In addition to assent, you must make adequate provisions to obtain the permission of each subjects’ parent(s) or guardian. Although permission from all parents or guardians is preferred, permission from one parent is sufficient as long as the project is approved as Exempt or Expedited, or if the project is greater than minimal risk to subjects but also directly benefits the subjects in the study.

If your project received a Full Review, is greater than minimal risk, and does not directly benefit the subjects, permission must be obtained from all parents or guardians unless one parent/guardian is deceased, unknown, incompetent, or not reasonably available, or when there is only one parent/guardian with legal responsibility or the care and custody of the child. 

In very special circumstances, permission from parents/guardians can be waived. Specifically, if the project is on a topic where permission would be unreasonable, such as research on neglected or abused children, permission can be waived as long as an appropriate mechanism for protecting the children who will participate as subjects in the research is instituted. If you believe this permission waiver applies to your project, contact the Northwest IRB prior to submitting your application.

Permission should be documented in the same manner as signed documentation of informed consent for adult subjects. Unlike research with adult subjects, signed documentation cannot be waived for permission with child subjects under any circumstance.

Wards of the state have special IRB regulations beyond those that apply to all child subjects. If you will use wards as subjects, see section 46.409 of the OHRP regulations.

Additional Considerations

OHRP guidelines require that a written copy of the informed consent statement is provided to subjects, even when documentation of consent is not required. In other words, you should plan to have copies of the informed consent statement available for subjects to take with them. This can take the form of physical copies; you may also provide a digital link that subjects can access. If your project takes place electronically, you should provide a link or attachment that subjects can download at their convenience. 

OHRP guidelines also require you to be mindful of the language and reading level of your subjects. Informed consent can only be obtained if participants can read and understand what the statement says. If you are conducting research with subjects that may speak another language, then multiple versions of the consent statement should be submitted with your application, each written in different languages.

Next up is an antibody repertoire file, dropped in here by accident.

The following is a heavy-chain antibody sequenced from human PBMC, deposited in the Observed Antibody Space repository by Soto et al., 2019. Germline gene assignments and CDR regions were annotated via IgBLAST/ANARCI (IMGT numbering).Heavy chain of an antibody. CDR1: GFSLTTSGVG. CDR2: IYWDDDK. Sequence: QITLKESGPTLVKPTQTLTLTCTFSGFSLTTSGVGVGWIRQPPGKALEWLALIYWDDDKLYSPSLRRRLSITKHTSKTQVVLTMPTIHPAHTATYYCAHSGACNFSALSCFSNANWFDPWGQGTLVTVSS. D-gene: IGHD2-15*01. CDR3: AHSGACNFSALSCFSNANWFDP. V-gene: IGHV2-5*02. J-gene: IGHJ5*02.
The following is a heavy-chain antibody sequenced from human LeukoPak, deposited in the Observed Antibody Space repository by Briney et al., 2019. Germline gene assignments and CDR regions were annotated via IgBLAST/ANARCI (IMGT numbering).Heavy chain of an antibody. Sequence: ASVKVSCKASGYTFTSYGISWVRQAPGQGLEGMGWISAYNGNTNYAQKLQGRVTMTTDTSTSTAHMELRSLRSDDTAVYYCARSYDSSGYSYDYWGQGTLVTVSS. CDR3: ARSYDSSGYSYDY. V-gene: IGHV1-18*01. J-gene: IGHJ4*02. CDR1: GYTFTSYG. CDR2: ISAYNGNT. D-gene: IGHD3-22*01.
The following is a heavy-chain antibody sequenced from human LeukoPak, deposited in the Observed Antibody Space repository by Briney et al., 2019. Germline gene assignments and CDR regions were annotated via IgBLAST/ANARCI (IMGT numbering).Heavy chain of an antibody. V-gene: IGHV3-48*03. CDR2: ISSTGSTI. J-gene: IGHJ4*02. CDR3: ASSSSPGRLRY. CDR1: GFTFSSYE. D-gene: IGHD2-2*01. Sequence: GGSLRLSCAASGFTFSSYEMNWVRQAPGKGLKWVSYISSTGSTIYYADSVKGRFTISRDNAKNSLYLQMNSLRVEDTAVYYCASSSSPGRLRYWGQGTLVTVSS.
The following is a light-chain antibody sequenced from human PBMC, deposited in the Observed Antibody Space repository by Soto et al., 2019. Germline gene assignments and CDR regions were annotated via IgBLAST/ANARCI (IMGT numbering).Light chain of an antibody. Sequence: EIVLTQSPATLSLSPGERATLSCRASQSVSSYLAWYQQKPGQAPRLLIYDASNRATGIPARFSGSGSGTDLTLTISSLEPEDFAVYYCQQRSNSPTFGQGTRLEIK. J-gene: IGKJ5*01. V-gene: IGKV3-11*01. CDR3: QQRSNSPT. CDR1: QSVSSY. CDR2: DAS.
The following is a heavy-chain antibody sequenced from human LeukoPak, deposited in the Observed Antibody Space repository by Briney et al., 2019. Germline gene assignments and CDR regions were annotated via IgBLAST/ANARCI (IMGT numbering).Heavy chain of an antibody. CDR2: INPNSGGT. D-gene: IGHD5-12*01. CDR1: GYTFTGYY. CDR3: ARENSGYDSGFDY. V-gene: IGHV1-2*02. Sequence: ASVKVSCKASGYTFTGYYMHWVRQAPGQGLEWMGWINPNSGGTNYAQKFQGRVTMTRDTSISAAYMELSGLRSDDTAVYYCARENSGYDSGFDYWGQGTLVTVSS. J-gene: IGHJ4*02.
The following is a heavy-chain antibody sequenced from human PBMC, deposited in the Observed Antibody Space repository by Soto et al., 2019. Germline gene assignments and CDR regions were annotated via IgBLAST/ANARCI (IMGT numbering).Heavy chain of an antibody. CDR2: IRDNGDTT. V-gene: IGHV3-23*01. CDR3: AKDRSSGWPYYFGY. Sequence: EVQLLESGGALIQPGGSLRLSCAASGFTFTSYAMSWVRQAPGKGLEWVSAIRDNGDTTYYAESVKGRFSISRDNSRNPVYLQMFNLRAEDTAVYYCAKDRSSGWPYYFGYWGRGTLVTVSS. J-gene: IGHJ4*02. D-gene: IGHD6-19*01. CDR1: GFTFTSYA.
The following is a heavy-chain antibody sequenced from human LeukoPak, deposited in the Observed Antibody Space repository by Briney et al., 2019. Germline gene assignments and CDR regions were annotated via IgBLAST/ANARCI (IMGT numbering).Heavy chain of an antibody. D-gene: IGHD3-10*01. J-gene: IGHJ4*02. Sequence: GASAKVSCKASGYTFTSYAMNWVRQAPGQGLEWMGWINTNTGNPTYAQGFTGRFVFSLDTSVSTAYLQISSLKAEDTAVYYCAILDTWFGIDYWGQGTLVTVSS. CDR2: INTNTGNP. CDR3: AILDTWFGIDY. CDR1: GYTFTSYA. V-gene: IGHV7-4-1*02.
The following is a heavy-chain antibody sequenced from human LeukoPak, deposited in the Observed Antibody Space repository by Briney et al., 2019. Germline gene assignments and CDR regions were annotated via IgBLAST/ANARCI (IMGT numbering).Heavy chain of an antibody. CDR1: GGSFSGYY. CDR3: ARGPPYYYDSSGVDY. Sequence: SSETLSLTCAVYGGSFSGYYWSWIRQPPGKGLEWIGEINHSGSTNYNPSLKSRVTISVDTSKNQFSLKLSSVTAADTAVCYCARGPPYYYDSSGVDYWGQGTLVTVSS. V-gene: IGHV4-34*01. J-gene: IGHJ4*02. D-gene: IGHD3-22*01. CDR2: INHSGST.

More commonly, you may need to consider whether subjects understand the words used within your statement. This is particularly important in assent statements used with child subjects. If your statement is written in technical jargon and uses wording appropriate for an adult, then a child may not actually understand their rights or what you are asking them to do. Thus, assent statements should be written at a reading level that is appropriate given the age and maturity. 

Waiving or Altering Consent

Informed consent is considered critical to the ethical treatment of human subjects. Therefore, in almost all cases, subjects should provide informed consent to participate prior to completing any aspect of the project. However, OHRP recognizes that there are circumstances under which informed consent would be impossible without sacrificing the integrity of a project. For instance, research involving deception could not occur if subjects had to be informed of the deception beforehand.

For the purposes of this section, waiving and altering consent are treated the same because the regulations for when consent can be waived or altered are identical as outlined in section 46.116(f)(3). For more information on the difference between waiving and altering consent, see the aforementioned section in the official regulations at this link.

Informed consent may not be waived or altered for a project unless all of the following are true and can be proven true through documentation: 

  1. The research is of no more than minimal risk to subjects.
  2. The research could not be practicably carried out without a waiver or alteration of consent.
  3. If the research involves using identifiable private information or identifiable biospecimens, the research could not practicably be carried out without using such information or biospecimens in an identifiable format.
  4. The waiver or alteration will not adversely affect the rights and welfare of the subjects.
  5. When appropriate, the subject or their legal representative will be provided with the withheld information (including the true nature of the study) after participation is completed.

If you feel your project necessitates a waiving or alteration of informed consent, it is recommended that you contact the Northwest IRB to discuss the project prior to submitting your application.

Broad Consent

The term broad consent refers to an informed consent that is necessary if the investigator wishes to have identifiable private information or biospecimens available for future secondary research projects. This is different from point 11 in the Informed Consent Statement requirements above because the earlier statement was in regards to anonymous data, or data which had been stripped of any identifying private information. If the investigator deems it necessary for this private information to remain in the dataset, then broad consent must be obtained.

The steps for broad consent are beyond the scope of this document. If you believe your project requires broad consent to be obtained, see section 46.116(d) for more information on what elements should be included and how to properly obtain broad consent from subjects. You can also contact the Northwest IRB through email ( with questions or assistance with broad consent.